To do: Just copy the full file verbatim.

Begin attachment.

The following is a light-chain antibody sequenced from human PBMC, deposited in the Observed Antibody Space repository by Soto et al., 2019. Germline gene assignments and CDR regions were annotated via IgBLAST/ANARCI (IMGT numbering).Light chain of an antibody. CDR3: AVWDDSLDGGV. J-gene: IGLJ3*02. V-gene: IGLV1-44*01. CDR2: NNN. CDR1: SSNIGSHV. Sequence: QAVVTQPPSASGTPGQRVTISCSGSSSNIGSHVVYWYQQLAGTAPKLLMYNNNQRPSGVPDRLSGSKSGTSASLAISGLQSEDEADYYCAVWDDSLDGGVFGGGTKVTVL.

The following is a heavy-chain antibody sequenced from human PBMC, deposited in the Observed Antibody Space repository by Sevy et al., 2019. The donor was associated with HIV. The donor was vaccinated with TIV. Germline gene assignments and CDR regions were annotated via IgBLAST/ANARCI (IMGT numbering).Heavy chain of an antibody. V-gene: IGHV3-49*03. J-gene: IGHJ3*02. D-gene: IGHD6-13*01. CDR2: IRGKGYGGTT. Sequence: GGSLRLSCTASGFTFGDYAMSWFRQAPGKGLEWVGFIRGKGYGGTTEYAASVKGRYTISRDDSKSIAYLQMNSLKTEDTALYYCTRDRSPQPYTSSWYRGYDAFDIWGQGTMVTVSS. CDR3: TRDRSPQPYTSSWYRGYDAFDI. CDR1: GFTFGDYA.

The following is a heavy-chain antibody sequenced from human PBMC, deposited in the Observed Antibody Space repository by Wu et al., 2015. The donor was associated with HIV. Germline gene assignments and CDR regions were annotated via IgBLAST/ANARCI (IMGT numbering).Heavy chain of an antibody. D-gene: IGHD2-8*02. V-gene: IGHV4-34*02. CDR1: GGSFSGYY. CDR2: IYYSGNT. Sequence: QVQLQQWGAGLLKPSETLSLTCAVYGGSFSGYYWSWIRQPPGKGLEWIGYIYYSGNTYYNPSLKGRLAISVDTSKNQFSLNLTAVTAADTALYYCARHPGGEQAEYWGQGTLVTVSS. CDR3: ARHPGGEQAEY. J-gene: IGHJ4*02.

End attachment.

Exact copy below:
The following is a light-chain antibody sequenced from human PBMC, deposited in the Observed Antibody Space repository by Soto et al., 2019. Germline gene assignments and CDR regions were annotated via IgBLAST/ANARCI (IMGT numbering).Light chain of an antibody. CDR3: AVWDDSLDGGV. J-gene: IGLJ3*02. V-gene: IGLV1-44*01. CDR2: NNN. CDR1: SSNIGSHV. Sequence: QAVVTQPPSASGTPGQRVTISCSGSSSNIGSHVVYWYQQLAGTAPKLLMYNNNQRPSGVPDRLSGSKSGTSASLAISGLQSEDEADYYCAVWDDSLDGGVFGGGTKVTVL.

The following is a heavy-chain antibody sequenced from human PBMC, deposited in the Observed Antibody Space repository by Sevy et al., 2019. The donor was associated with HIV. The donor was vaccinated with TIV. Germline gene assignments and CDR regions were annotated via IgBLAST/ANARCI (IMGT numbering).Heavy chain of an antibody. V-gene: IGHV3-49*03. J-gene: IGHJ3*02. D-gene: IGHD6-13*01. CDR2: IRGKGYGGTT. Sequence: GGSLRLSCTASGFTFGDYAMSWFRQAPGKGLEWVGFIRGKGYGGTTEYAASVKGRYTISRDDSKSIAYLQMNSLKTEDTALYYCTRDRSPQPYTSSWYRGYDAFDIWGQGTMVTVSS. CDR3: TRDRSPQPYTSSWYRGYDAFDI. CDR1: GFTFGDYA.

The following is a heavy-chain antibody sequenced from human PBMC, deposited in the Observed Antibody Space repository by Wu et al., 2015. The donor was associated with HIV. Germline gene assignments and CDR regions were annotated via IgBLAST/ANARCI (IMGT numbering).Heavy chain of an antibody. D-gene: IGHD2-8*02. V-gene: IGHV4-34*02. CDR1: GGSFSGYY. CDR2: IYYSGNT. Sequence: QVQLQQWGAGLLKPSETLSLTCAVYGGSFSGYYWSWIRQPPGKGLEWIGYIYYSGNTYYNPSLKGRLAISVDTSKNQFSLNLTAVTAADTALYYCARHPGGEQAEYWGQGTLVTVSS. CDR3: ARHPGGEQAEY. J-gene: IGHJ4*02.